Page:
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University of Dayton Leading the Charge in the Fight Against Healthcare-Associated Infections (HAIs)


8/30/2016

When classes begin this fall, the University of Dayton master of physician assistant practice program will be the first teaching organization in the United States to outfit students in revolutionary germ-killing apparel. The program's students will be outfitted in Prime Medical's SAF-T™ scrubs, an innovative line of bactericidal apparel for healthcare that continuously kills germs on contact.

According to the Centers for Disease Control and Prevention (CDC), 75,000 patients died in acute care hospitals as a result of healthcare-associated infections (HAIs) in 2011 alone. Unprotected textiles in healthcare are known carriers of these harmful pathogens. A report in the American Journal of Infection Control indicated more than 60 percent of hospital nurses' and physicians' uniforms tested positive for dangerous bacteria.

SAF-T products protect patients from HAIs by killing harmful germs and bacteria and preventing them from spreading.

"It is very exciting to know that our students, staff and the patients they treat will be protected from harmful pathogens that can lead to infections," said Kevin R. Kelly, dean of the School of Education and Health Sciences at the University of Dayton. "We're pleased to lead the way in adding this new layer of infection prevention to our teaching environment."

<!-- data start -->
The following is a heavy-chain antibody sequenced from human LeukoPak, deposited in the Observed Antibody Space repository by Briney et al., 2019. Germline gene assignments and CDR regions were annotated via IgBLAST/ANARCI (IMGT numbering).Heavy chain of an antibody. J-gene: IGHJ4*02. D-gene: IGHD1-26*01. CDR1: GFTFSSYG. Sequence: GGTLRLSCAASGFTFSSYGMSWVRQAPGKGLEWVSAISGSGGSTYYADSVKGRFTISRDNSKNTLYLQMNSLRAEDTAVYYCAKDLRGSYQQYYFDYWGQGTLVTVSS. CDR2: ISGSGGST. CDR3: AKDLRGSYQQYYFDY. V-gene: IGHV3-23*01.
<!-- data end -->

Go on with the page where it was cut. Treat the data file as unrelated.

SAF-T is the only line of healthcare apparel and textiles to use BioSmart®, a patented fabric technology that binds chlorine to the surface of fabric to continuously kill 99.9 percent of harmful pathogens for 120 days between wash cycles. Each laundering with EPA-registered bleach completely recharges the germ-killing effectiveness through 75 industrial wash cycles, with no loss of efficacy and without fading the fabric.

Bactericidal soft surfaces, such as SAF-T scrubs, augment existing infection prevention protocol, including hand hygiene, hard surface disinfection and instrument sterilization. Rather than serving as a fomite – an object that contributes to the spread of deadly infections – these textiles reduce HAIs and improve patient outcomes.

"Bactericidal fabrics are the new frontier in healthcare apparel, particularly as antibiotic-resistant super-bugs and HAIs continue to rise," said Jim Sampey, CEO of Prime Medical. "We're pleased that the University of Dayton is taking the steps to protect healthcare staff and patients from preventable infections, while also shining a light on new infection prevention protocols for tomorrow's healthcare professionals."

For more information, visit www.primemedical.comor www.saf-t-scrubs.com.

 

  


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